In many respects the little box is competition for Apple TV, the Roku 3 and Google's super-cheap Chromecast — these are small devices (or HDMI 'sticks' in the case of Google's product) that make any TV with a HDMI port a Smart version of itself, primarily used for streaming TV, movies and perhaps music. Utilising their own infrastructures such as iTunes and Google Play, they aim to serve as an extension to smart devices already owned, or as a cheap way for anyone to use services such as Netflix without doing so through a games console or having to buy a new TV. They're convenience products to add a little to existing products, in that case, and haven't been substantial gaming options up to now — you can display and play games using Apple TV, for example, but it's not intuitive in a way to attract mainstream consumers.
The difference with Amazon's set-top box is the fact that it has a more viable Games section in its operating system, with descriptions on its product page highlighting it as feature; most importantly it has a separate controller that can be purchased for $39.99 and used with the games on offer. These are essentially free or inexpensive smart device games on the TV, while the controller has its critics, but let's not pretend this is the same as when Ouya arrived — Amazon is a very different beast.
Though based on Android, Amazon has been using its own variation on the operating system, in the process tying its own film, music and game markets into it; these are separate from Google Play. Early reviews and industry analysis of the Fire TV suggest that Nintendo, Microsoft and Sony executives shouldn't lose too much sleep over consumers choosing a Fire TV over one of the current home consoles — for many it's likely to be a case of owning multiple devices, with this fighting for the streaming TV segment. As an early warning shot Satoru Iwata and his contemporaries should be paying some attention, however, and the image below shows why.
Amazon is an ever-present in online shopping, and has crept into internet vocabulary in the way that we may say to "google" something. When buying online, the first instinct for many is Amazon. It's that power which it has used, in recent years, to drive it own products with advertising, and is arguably one of the few advantages it has over any other technology manufacturer. We need only go back to the original Kindle eBook reader — in some respects it was an inferior piece of kit to rivals of its day, yet it was wired into Amazon's extensive eBook library, was inexpensive and had the most powerful marketing. Devices from Sony, Barnes & Noble and others were squashed as millions of online shoppers saw adverts on Amazon's website, saw the price, considered the ease of buying eBooks using their existing accounts, and likely opted for convenience. Amazon's hardware doesn't have to be the best, it simply needs to be solid and to be integrated with its account and product systems.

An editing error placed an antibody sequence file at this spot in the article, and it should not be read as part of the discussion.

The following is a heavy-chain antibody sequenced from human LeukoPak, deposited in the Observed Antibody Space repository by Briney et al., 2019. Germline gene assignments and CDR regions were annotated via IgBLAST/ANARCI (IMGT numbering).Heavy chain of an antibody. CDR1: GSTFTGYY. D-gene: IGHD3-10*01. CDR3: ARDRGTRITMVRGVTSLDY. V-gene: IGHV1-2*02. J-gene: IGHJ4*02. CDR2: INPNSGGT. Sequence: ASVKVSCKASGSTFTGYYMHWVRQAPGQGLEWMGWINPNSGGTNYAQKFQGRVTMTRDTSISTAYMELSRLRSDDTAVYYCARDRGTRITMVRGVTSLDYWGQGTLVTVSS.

Fire TV does that, though not many will suggest right now that those seeking games on the TV will choose a box for that reason. Yet some will be tempted by its cheaper price, and in the micro-console space it's likely to trounce the Ouya and other crowdfunded platforms, while Sony's Vita TV is still Japan-only. What perhaps holds Amazon's system back is that its own infrastructure for TV streaming has room for improvement, and any gamer that truly wants to use it properly for playing smart device ports — though the default remote can be used to a degree — such as The Walking Dead and Minecraft will need to pay out for that controller, taking the cost to nearly $140.